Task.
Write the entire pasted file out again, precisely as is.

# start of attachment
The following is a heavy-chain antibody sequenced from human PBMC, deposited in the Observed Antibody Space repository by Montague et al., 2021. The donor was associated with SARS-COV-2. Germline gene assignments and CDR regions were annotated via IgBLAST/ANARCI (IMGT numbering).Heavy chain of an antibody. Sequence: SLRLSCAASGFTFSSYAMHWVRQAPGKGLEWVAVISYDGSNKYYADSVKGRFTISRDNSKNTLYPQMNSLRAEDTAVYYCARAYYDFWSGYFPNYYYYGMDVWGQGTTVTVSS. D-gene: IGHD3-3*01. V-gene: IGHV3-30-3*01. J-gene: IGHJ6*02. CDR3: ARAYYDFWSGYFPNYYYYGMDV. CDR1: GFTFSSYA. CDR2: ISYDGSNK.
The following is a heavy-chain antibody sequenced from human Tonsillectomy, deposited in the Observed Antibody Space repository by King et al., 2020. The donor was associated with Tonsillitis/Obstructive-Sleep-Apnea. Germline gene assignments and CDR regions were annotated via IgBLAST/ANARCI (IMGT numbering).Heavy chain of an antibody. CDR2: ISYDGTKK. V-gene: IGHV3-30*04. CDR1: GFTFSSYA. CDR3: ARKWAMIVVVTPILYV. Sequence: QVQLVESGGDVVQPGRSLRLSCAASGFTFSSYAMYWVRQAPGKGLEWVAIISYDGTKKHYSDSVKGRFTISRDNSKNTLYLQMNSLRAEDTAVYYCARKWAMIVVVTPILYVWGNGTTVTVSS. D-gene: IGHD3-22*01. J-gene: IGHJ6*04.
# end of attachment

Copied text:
The following is a heavy-chain antibody sequenced from human PBMC, deposited in the Observed Antibody Space repository by Montague et al., 2021. The donor was associated with SARS-COV-2. Germline gene assignments and CDR regions were annotated via IgBLAST/ANARCI (IMGT numbering).Heavy chain of an antibody. Sequence: SLRLSCAASGFTFSSYAMHWVRQAPGKGLEWVAVISYDGSNKYYADSVKGRFTISRDNSKNTLYPQMNSLRAEDTAVYYCARAYYDFWSGYFPNYYYYGMDVWGQGTTVTVSS. D-gene: IGHD3-3*01. V-gene: IGHV3-30-3*01. J-gene: IGHJ6*02. CDR3: ARAYYDFWSGYFPNYYYYGMDV. CDR1: GFTFSSYA. CDR2: ISYDGSNK.
The following is a heavy-chain antibody sequenced from human Tonsillectomy, deposited in the Observed Antibody Space repository by King et al., 2020. The donor was associated with Tonsillitis/Obstructive-Sleep-Apnea. Germline gene assignments and CDR regions were annotated via IgBLAST/ANARCI (IMGT numbering).Heavy chain of an antibody. CDR2: ISYDGTKK. V-gene: IGHV3-30*04. CDR1: GFTFSSYA. CDR3: ARKWAMIVVVTPILYV. Sequence: QVQLVESGGDVVQPGRSLRLSCAASGFTFSSYAMYWVRQAPGKGLEWVAIISYDGTKKHYSDSVKGRFTISRDNSKNTLYLQMNSLRAEDTAVYYCARKWAMIVVVTPILYVWGNGTTVTVSS. D-gene: IGHD3-22*01. J-gene: IGHJ6*04.